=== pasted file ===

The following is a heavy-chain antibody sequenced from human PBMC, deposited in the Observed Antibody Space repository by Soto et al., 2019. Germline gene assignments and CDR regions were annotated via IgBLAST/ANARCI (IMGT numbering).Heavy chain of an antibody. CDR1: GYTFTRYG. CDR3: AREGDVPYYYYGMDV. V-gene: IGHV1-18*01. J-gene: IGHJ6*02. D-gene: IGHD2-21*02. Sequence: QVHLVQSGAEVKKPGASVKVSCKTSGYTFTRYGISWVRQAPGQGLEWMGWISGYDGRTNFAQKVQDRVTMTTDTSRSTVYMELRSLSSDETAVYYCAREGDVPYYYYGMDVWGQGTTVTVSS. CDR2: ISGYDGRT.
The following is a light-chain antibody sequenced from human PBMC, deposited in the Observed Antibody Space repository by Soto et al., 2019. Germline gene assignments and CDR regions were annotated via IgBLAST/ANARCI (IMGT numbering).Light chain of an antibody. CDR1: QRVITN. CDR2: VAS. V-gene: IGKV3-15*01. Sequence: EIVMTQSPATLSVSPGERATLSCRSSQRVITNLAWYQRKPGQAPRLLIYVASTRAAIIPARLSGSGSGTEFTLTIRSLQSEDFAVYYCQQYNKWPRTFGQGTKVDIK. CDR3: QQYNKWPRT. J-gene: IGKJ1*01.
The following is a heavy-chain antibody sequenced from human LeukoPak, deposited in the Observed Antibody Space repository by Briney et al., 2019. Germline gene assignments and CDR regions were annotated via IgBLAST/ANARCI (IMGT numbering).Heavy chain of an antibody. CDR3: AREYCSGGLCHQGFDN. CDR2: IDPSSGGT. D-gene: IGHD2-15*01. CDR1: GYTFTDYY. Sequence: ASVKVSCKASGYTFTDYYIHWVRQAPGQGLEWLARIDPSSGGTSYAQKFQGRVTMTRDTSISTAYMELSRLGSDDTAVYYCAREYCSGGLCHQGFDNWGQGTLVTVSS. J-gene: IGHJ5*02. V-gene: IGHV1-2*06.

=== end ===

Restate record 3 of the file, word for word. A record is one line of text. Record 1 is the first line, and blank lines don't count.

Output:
The following is a heavy-chain antibody sequenced from human LeukoPak, deposited in the Observed Antibody Space repository by Briney et al., 2019. Germline gene assignments and CDR regions were annotated via IgBLAST/ANARCI (IMGT numbering).Heavy chain of an antibody. CDR3: AREYCSGGLCHQGFDN. CDR2: IDPSSGGT. D-gene: IGHD2-15*01. CDR1: GYTFTDYY. Sequence: ASVKVSCKASGYTFTDYYIHWVRQAPGQGLEWLARIDPSSGGTSYAQKFQGRVTMTRDTSISTAYMELSRLGSDDTAVYYCAREYCSGGLCHQGFDNWGQGTLVTVSS. J-gene: IGHJ5*02. V-gene: IGHV1-2*06.